european-union (germany, spain, uk)
The cookie consent law is the ePrivacy directive, which was implemented as national laws by all EU member states (including, at the time, the UK). Later, GDPR changed the applicable definition of consent so that implicit consent is no longer allowed. A notice in fine print as in the given example is not sufficient to meet this definition of consent, so any non-necessary cookies set in that context would be a violation.
But it would be the national ePrivacy implementation that would be violated, not the GDPR. Thus, the GDPR's famous 4%/EUR 20M fines are not relevant here. Instead, each country can set its own fines. In Germany, this would probably be up to EUR 50k (§16 TMG) though German law doesn't implement this aspect of ePrivacy correctly. In the UK, PECR penalties are determined by more general data protection penalty legislation.
Notable instances of cookie consent enforcement include the Planet 49 (ECJ judgement, German BGH verdict) case which basically affirmed that yes, the GDPR's definition of consent applies. Thus, any case law regarding GDPR consent is also applicable to the issue of cookies. Furthermore, the Spanish AEPD has issued an interesting fine due to insufficient cookie consent, but due to much more subtle violations than the outright disregard in the given example. E.g. in the Vueling action (decision (Spanish, PDF), summary, listing on enforcementtracker), the Vueling airline's website had a consent banner but ultimately told the user to reject cookies via their browser settings. This violates the requirement that consent must be specific/granular, since the browser settings are all-or-nothing if they're available at all. The airline was fined EUR 30k, the maximum possible under applicable Spanish data protection law.
But what kind of risks would some blog run into that just sets cookies without appropriate consent?
- If the service is outside of the EU, enforcement is difficult. I am not aware of cookie consent enforcement against non-EU services.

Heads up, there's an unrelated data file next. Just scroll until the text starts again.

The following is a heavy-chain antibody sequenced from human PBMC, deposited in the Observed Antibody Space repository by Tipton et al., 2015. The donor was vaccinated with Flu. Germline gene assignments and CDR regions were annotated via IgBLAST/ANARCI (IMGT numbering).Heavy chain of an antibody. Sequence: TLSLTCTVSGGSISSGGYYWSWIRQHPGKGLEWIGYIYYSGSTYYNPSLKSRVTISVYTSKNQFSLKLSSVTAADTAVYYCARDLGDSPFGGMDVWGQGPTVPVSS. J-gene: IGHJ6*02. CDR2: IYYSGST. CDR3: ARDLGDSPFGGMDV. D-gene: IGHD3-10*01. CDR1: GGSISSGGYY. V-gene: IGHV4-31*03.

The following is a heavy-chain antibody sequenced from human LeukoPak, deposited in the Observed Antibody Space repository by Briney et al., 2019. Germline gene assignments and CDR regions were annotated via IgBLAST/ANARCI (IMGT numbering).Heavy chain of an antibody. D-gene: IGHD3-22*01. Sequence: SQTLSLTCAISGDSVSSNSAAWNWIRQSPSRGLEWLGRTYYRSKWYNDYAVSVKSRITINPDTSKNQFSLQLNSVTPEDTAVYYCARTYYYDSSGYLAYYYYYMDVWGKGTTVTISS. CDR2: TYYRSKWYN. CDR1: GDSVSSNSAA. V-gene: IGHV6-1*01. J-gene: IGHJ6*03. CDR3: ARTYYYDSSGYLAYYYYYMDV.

- National data protection authorities can investigate the violation and issue fines, subject to their respective national data protection laws. They generally only do this when there are lots of complaints. Some authorities like the UK ICO have indicated that cookie consent enforcement isn't a priority for them.
- Independently, individuals can generally sue the service for damages. Some lawyers might send out cease and desist letters to non-compliant websites in the hopes of collecting fees.
So aside from the last point, the risk is likely somewhat low, especially for a smaller site.
At this point, it is worth reminding that ePrivacy/GDPR doesn't require consent for all cookies, and is not just limited to cookies. It is more generally about access to and storage of information on a user's device, unless that access is strictly necessary to provide the service explicitly requested by the user. Thus, functional cookies can be set without consent. However, consent does become necessary when cookies or similar mechanisms are used for analytics, tracking, or ads. Even though GDPR is involved, the cookie consent requirements apply regardless of whether the cookies involve any personal data.